Okay, enough wrangling over whether SOA is dead, or is thriving, or never even existed, or crashed somewhere near Roswell, New Mexico. The indisputable fact is many organizations are now working toward service orientation for at least part of their business application offerings, and this will only grow.
So we move to the next set of challenges and changes SOA will bring. Baseline's Bob Violino has assembled this great overview of what to expect with SOA at this time, and in the next few years to come:
1) Increased visibility as SOA moves from theory to practice: SOA is becoming well-known, but SOA success tends to be a well-kept secret. Most organizations now have one or two SOA-related projects somewhere on the premises, and now it's a matter of spreading the word. "After SOA has been successfully deployed in one or two projects, information-technology managers must articulate the value of a service-based architecture to business executives and employees," Violino writes.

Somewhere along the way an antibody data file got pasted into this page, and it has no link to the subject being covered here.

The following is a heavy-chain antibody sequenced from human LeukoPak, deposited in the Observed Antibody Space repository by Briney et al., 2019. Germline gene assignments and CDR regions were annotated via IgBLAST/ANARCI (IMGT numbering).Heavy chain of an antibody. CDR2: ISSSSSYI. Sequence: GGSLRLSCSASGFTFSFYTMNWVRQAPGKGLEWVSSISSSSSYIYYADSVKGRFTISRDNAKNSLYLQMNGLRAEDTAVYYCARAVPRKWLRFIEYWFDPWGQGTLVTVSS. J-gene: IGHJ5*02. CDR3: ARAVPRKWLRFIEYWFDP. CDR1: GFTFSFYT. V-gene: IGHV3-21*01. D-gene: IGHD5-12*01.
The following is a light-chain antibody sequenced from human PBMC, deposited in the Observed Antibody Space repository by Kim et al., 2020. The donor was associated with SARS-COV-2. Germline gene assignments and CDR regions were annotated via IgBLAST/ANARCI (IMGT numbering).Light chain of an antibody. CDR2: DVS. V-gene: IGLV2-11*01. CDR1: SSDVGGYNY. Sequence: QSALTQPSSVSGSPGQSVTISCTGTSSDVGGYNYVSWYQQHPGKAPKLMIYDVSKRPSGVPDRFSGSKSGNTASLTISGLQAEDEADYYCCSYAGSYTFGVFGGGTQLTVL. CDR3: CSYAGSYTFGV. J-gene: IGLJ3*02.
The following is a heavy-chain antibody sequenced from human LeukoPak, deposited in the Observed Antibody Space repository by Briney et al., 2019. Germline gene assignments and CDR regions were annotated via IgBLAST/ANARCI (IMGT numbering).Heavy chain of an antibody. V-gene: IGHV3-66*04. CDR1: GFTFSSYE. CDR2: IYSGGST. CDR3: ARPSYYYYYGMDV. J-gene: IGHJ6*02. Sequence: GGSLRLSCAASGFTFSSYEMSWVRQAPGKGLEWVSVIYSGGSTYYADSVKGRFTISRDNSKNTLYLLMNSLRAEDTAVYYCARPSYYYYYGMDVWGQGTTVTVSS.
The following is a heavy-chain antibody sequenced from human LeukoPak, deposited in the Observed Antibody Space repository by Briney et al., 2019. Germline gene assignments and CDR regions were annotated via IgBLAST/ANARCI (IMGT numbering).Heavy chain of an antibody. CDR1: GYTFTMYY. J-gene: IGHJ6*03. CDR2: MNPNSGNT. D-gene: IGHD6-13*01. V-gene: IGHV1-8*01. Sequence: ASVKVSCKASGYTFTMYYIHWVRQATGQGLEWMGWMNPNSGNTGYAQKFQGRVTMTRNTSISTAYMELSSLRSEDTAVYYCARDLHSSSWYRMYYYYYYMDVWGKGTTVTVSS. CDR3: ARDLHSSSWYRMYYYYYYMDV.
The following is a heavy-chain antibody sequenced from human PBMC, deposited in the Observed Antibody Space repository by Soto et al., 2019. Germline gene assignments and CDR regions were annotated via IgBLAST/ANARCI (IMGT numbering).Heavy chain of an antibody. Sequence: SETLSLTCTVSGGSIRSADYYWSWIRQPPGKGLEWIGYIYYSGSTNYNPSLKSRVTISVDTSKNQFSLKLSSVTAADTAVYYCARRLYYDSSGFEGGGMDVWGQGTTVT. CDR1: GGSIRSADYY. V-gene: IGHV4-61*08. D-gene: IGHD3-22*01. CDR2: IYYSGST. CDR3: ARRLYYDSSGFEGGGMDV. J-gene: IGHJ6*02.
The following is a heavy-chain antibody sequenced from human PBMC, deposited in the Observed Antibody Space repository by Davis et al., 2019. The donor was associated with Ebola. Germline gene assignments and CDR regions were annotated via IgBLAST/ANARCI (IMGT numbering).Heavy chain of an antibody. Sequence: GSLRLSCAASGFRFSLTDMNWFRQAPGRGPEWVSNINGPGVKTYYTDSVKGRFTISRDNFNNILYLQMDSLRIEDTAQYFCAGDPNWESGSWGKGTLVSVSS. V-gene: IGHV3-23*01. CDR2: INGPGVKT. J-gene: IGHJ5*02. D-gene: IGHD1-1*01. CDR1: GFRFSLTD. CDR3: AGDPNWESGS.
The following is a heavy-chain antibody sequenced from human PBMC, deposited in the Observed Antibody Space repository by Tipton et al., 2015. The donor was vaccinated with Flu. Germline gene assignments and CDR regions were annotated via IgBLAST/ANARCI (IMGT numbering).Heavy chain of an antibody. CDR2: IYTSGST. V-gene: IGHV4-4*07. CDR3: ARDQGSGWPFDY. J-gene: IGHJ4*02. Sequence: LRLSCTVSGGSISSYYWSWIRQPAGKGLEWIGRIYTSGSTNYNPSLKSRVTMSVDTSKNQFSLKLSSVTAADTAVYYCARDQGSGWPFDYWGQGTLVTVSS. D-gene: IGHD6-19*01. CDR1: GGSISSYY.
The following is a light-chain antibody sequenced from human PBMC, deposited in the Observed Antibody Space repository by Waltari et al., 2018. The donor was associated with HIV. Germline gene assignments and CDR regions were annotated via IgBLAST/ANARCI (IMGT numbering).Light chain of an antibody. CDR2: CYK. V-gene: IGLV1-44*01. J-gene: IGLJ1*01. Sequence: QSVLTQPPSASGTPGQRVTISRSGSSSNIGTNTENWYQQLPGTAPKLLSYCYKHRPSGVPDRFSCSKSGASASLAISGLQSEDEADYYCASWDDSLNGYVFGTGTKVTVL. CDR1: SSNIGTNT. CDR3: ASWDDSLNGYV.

2) New types of jobs: There may even be new classes of jobs arising within organizations using SOA, Violino writes: "Service creators," often developers and architects; "service consumers," most likely to be business process experts; and "service librarians" who will oversee repositories and governance.
3) The rise of best practices and competency centers: Everyone needs to learn and absorb service oriented methodologies.
4) More governance and reuse: Expect to see more emphasis on developing SOA governance committees to get a better handle on services being created and run.
5) More measurement: Companies are starting to get their arms around this. If you don't measure, you won't know if SOA is making a difference. The biggest challenge with SOA: justifying expenditures for something with a long-term payoff.